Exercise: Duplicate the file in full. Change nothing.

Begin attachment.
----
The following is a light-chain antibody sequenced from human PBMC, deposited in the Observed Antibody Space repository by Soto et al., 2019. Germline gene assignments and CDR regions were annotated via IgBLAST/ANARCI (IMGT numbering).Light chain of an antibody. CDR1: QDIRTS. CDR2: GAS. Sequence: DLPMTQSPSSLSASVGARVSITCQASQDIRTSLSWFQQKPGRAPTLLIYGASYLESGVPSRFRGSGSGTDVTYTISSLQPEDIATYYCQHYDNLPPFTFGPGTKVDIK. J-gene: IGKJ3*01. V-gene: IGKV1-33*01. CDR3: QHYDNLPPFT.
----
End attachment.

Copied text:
The following is a light-chain antibody sequenced from human PBMC, deposited in the Observed Antibody Space repository by Soto et al., 2019. Germline gene assignments and CDR regions were annotated via IgBLAST/ANARCI (IMGT numbering).Light chain of an antibody. CDR1: QDIRTS. CDR2: GAS. Sequence: DLPMTQSPSSLSASVGARVSITCQASQDIRTSLSWFQQKPGRAPTLLIYGASYLESGVPSRFRGSGSGTDVTYTISSLQPEDIATYYCQHYDNLPPFTFGPGTKVDIK. J-gene: IGKJ3*01. V-gene: IGKV1-33*01. CDR3: QHYDNLPPFT.